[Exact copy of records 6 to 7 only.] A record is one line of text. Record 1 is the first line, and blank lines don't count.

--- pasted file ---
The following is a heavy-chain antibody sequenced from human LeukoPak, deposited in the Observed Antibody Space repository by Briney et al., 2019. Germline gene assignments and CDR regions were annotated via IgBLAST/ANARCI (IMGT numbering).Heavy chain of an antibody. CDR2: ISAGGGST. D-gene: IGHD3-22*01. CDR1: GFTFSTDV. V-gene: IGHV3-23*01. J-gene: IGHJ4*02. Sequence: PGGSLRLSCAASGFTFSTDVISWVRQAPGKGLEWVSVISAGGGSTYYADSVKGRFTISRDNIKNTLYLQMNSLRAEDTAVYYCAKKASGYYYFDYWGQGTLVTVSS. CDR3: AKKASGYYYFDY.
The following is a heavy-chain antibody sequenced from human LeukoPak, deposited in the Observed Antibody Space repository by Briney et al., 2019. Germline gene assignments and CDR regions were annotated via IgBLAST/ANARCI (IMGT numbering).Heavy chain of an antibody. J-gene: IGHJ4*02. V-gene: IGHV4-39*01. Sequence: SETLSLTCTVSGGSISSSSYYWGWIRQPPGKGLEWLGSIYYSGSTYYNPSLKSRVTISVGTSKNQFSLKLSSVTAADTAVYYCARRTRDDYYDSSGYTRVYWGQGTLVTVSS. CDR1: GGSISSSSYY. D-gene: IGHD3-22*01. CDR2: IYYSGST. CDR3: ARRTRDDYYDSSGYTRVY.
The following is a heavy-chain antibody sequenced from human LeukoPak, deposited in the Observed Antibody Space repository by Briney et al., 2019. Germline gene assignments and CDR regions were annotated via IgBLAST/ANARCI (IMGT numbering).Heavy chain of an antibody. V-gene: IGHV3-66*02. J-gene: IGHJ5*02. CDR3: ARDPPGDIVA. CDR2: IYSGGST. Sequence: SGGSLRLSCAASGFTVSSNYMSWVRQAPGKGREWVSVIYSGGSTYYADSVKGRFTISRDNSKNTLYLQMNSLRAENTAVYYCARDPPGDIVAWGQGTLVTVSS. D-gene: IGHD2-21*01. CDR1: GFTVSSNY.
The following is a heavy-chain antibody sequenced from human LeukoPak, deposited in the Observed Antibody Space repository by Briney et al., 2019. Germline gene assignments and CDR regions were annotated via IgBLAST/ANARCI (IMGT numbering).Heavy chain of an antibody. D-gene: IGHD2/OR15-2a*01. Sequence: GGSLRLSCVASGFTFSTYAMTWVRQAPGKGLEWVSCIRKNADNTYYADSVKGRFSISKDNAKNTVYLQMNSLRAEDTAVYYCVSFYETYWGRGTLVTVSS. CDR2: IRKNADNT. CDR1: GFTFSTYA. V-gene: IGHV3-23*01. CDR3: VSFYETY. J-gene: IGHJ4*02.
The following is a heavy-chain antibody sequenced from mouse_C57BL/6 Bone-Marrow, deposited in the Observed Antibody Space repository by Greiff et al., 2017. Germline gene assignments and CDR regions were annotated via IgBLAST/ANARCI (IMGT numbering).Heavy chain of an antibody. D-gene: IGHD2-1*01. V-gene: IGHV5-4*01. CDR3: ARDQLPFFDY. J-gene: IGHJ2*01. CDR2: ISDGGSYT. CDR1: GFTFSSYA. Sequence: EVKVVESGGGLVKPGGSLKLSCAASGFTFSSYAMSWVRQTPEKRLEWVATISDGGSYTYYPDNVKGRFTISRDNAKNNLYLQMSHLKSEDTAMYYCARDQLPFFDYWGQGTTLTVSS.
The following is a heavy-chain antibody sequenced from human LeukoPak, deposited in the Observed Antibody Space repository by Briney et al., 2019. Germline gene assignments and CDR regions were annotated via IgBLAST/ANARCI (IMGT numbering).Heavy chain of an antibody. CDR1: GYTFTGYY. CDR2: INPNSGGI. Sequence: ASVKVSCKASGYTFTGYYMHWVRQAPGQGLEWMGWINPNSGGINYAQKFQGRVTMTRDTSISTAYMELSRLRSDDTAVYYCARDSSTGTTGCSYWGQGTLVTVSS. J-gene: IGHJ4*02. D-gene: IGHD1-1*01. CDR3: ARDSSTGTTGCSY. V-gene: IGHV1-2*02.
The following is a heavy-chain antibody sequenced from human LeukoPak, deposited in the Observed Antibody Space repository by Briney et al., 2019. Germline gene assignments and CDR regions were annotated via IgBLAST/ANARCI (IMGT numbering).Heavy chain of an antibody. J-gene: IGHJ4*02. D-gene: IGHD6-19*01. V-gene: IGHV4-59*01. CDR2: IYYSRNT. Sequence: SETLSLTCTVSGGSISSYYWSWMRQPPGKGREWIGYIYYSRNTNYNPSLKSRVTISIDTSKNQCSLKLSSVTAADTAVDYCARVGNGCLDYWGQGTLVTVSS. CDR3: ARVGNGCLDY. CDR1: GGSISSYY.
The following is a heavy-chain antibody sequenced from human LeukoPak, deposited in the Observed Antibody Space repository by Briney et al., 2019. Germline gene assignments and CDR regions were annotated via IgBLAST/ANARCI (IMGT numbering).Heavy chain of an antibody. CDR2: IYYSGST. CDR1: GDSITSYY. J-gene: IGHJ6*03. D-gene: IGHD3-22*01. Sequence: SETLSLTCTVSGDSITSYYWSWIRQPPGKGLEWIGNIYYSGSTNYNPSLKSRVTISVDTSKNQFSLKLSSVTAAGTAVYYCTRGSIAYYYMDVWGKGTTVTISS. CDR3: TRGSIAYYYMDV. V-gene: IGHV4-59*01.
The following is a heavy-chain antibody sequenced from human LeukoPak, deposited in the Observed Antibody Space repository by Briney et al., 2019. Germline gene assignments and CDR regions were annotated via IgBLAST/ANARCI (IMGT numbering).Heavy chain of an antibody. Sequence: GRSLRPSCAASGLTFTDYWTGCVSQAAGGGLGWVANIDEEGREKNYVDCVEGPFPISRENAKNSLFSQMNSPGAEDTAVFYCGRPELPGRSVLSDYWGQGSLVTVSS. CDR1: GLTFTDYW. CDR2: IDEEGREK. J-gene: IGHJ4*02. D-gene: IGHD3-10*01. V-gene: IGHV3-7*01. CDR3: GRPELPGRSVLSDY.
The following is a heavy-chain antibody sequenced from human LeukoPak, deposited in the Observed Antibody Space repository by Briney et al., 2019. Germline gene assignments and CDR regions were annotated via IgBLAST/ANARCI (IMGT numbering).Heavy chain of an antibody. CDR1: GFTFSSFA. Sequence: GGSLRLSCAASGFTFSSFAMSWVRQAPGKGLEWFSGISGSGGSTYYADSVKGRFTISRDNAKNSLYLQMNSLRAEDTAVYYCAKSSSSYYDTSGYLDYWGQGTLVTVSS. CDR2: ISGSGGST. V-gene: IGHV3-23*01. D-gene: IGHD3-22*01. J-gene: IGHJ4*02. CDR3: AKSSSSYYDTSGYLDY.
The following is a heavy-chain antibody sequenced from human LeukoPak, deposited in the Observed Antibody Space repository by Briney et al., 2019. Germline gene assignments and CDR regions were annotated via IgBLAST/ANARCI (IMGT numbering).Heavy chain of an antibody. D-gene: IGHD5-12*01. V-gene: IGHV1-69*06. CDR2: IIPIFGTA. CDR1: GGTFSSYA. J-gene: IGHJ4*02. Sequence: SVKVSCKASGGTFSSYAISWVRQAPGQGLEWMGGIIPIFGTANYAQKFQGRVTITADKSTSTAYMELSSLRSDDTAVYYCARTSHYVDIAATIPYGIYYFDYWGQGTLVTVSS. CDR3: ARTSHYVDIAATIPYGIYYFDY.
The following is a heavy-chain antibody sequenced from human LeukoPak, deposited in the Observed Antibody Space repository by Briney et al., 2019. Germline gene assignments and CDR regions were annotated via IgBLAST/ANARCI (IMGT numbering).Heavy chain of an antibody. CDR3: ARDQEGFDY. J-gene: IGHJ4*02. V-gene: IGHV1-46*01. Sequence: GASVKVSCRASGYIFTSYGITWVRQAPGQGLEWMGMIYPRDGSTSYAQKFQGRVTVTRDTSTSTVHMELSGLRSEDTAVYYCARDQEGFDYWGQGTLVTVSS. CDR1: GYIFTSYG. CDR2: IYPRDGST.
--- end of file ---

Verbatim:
The following is a heavy-chain antibody sequenced from human LeukoPak, deposited in the Observed Antibody Space repository by Briney et al., 2019. Germline gene assignments and CDR regions were annotated via IgBLAST/ANARCI (IMGT numbering).Heavy chain of an antibody. CDR1: GYTFTGYY. CDR2: INPNSGGI. Sequence: ASVKVSCKASGYTFTGYYMHWVRQAPGQGLEWMGWINPNSGGINYAQKFQGRVTMTRDTSISTAYMELSRLRSDDTAVYYCARDSSTGTTGCSYWGQGTLVTVSS. J-gene: IGHJ4*02. D-gene: IGHD1-1*01. CDR3: ARDSSTGTTGCSY. V-gene: IGHV1-2*02.
The following is a heavy-chain antibody sequenced from human LeukoPak, deposited in the Observed Antibody Space repository by Briney et al., 2019. Germline gene assignments and CDR regions were annotated via IgBLAST/ANARCI (IMGT numbering).Heavy chain of an antibody. J-gene: IGHJ4*02. D-gene: IGHD6-19*01. V-gene: IGHV4-59*01. CDR2: IYYSRNT. Sequence: SETLSLTCTVSGGSISSYYWSWMRQPPGKGREWIGYIYYSRNTNYNPSLKSRVTISIDTSKNQCSLKLSSVTAADTAVDYCARVGNGCLDYWGQGTLVTVSS. CDR3: ARVGNGCLDY. CDR1: GGSISSYY.